Menu burger Close thin Facebook Twitter Google plus Linked in Reddit Email
Loading
Tap on the profile icon to edit
your financial details.

Included in a pending retirement bill is a provision that would create a lost and found database for 401(k) accounts.

There might be missing money out there with your name on it. A pair of bills in Congress could make it easier to find it.

The two bills introduced earlier this year call for the creation of an Office of the Retirement Savings Lost and Found within the federal Pension Benefit Guaranty Corporation. The new office would be tasked with managing an online, searchable database to help retirees and current workers locate the administrators of retirement accounts they can no longer access.

“Every year thousands of individuals arrive at retirement and are unable to find the pension, 401(k), or other benefits they have earned,” the Pension Rights Center said. “Most often that is because the company they worked for years before has moved to a new location, changed its name, or merged with another company.”

In fact, the Government Accountability Office estimated that separated employees left $8.5 billion in more than 16 million accounts, all with $5,000 or less, between 2014 and 2013.

Proposed Legislation

Included in a pending retirement bill is a provision that would create a lost and found database for 401(k) accounts.

Both the bipartisan Retirement Savings Lost and Found Act of 2021 (S. 1730) and Securing a Strong Retirement Act of 2021 (H.R. 2954) seek to create an online database allowing pension and 401(k) participants to find the contact information for the administrator of any plan they once participated in.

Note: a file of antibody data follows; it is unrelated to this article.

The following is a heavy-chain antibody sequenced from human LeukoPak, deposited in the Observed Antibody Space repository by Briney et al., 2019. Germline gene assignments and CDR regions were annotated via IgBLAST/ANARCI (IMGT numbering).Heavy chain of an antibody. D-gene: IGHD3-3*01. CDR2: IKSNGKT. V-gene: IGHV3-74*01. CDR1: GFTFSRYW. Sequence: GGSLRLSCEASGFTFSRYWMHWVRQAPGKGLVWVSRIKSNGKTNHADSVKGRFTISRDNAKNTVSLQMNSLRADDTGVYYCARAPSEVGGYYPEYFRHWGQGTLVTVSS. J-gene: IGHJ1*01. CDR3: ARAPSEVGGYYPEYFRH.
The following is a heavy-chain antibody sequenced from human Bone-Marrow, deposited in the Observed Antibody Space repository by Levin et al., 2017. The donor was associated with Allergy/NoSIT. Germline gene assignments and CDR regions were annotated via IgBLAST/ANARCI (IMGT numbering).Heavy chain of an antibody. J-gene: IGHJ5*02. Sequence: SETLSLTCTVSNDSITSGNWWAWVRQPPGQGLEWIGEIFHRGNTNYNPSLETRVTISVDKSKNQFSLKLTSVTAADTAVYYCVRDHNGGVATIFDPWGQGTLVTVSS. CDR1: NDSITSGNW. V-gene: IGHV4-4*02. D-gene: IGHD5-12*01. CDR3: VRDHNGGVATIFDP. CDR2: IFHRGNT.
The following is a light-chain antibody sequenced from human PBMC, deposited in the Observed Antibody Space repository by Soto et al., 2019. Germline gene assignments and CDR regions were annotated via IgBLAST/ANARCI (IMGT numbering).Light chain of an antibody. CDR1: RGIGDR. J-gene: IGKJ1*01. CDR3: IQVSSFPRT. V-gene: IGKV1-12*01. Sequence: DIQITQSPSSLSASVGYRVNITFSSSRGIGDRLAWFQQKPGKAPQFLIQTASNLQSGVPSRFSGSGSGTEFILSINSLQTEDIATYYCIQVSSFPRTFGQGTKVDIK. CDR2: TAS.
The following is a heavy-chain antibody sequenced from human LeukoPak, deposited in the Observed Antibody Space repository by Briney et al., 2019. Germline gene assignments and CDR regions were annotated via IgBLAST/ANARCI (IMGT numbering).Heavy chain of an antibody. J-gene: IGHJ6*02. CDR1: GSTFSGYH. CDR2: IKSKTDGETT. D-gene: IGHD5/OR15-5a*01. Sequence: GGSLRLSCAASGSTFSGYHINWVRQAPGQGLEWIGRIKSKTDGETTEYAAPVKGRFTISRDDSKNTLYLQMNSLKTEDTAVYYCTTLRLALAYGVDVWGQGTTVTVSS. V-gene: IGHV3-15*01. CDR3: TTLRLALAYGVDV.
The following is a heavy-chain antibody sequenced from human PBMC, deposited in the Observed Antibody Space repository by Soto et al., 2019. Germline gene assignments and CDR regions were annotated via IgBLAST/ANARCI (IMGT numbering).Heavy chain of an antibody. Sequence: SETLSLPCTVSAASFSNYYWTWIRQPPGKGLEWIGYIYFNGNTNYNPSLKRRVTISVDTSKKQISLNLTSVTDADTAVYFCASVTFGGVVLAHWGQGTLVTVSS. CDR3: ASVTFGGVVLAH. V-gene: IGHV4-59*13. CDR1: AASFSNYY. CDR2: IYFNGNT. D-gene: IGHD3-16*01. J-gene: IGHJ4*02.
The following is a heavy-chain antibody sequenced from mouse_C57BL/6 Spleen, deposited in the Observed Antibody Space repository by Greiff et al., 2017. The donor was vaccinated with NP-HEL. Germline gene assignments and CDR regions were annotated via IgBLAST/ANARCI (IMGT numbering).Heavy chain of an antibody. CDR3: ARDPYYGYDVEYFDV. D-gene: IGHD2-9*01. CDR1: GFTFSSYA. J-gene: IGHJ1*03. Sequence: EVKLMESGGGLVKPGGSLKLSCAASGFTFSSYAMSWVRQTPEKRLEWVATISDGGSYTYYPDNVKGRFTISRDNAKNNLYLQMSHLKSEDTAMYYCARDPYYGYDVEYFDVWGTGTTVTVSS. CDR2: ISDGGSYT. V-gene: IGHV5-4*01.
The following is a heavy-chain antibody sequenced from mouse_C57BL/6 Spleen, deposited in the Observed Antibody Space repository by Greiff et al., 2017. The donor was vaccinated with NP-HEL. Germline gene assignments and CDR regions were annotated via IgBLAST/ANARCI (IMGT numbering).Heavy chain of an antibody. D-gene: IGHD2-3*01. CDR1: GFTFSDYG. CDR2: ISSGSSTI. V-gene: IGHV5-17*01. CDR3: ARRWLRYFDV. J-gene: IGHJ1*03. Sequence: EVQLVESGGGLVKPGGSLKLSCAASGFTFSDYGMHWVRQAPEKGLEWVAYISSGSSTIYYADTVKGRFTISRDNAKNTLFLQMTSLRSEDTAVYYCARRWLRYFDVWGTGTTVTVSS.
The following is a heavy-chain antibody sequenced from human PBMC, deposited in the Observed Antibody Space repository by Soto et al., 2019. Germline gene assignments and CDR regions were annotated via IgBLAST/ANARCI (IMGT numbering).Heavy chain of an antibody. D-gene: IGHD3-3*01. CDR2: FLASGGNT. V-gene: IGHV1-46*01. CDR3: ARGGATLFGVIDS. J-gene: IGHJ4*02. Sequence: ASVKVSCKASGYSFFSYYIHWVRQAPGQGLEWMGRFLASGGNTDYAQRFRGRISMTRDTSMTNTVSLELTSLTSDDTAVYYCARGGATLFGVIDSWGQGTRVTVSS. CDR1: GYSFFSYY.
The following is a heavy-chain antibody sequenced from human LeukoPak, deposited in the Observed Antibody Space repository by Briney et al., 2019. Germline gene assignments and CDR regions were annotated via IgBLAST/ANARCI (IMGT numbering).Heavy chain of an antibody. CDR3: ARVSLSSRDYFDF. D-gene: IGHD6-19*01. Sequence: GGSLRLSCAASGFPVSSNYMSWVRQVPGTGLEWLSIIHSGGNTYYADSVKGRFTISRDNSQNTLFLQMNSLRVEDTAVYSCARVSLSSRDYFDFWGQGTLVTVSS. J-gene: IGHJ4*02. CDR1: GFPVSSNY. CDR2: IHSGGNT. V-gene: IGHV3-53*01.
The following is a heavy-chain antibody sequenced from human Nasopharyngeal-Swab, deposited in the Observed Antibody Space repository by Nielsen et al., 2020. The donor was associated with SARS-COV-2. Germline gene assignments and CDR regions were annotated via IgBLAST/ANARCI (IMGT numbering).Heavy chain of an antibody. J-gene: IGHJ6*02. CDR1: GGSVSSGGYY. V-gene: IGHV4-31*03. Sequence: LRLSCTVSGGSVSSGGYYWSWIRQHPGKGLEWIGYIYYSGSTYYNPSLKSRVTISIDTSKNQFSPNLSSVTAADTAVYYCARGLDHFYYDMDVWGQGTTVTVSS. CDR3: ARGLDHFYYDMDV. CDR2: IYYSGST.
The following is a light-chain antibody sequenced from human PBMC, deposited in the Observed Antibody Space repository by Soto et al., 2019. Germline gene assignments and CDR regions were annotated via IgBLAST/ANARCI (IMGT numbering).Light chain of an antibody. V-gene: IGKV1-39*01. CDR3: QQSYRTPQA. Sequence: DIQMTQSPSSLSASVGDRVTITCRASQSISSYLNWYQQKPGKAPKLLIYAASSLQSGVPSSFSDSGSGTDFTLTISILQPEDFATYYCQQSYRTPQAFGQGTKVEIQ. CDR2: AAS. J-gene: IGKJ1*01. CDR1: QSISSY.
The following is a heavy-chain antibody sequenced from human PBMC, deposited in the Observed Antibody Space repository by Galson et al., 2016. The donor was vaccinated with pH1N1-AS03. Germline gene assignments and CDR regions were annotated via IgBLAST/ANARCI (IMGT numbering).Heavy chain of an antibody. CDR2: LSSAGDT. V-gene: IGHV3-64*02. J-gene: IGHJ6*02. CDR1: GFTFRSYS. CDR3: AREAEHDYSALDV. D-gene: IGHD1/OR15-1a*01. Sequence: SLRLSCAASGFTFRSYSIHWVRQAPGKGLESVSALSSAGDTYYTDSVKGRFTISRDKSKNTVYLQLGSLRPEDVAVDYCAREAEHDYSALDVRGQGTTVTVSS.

With the Office of Retirement Savings Lost and Found managing the database, a person who left a 401(k) with a former employer could keep track of their savings in the event that the plan merged with another or changed its name — or the plan administrator went out of business.

Sens. Elizabeth Warren (D-Mass.) and Steve Daines (R-Mont.) introduced the Senate bill, while Rep. Richard E. Neal (D-Mass.) introduced the Securing a Strong Retirement Act, a more comprehensive retirement bill in the House that includes the lost and found provision.

The bills, which both remain in committee, also aim to change how employers cash out and transfer smaller accounts to former employees.

Currently, plan administrators can cash out former employee accounts that have between $1,000 and $5,000 and deposit the money into an individual retirement account (IRA) in a former employee’s name. Such accounts with under $1,000 are cashed out and paid to the former employee by check. But if the person has moved or isn’t responding to the plan administrator, he or she becomes  “non-responsive participant” and potentially loses access to the money.

Both pieces of legislation would increase the $5,000 cap to $6,000 and would require plan administrators to send the money of non-responsive participants with under $1,000 to the Office of Retirement Savings Lost and Found. The newly formed entity would then be responsible for tracking down the non-responsive participant and transferring them the money. However, these transfers would not be made until six months after a plan administrator fails in its attempt to contact the participant about his or her account.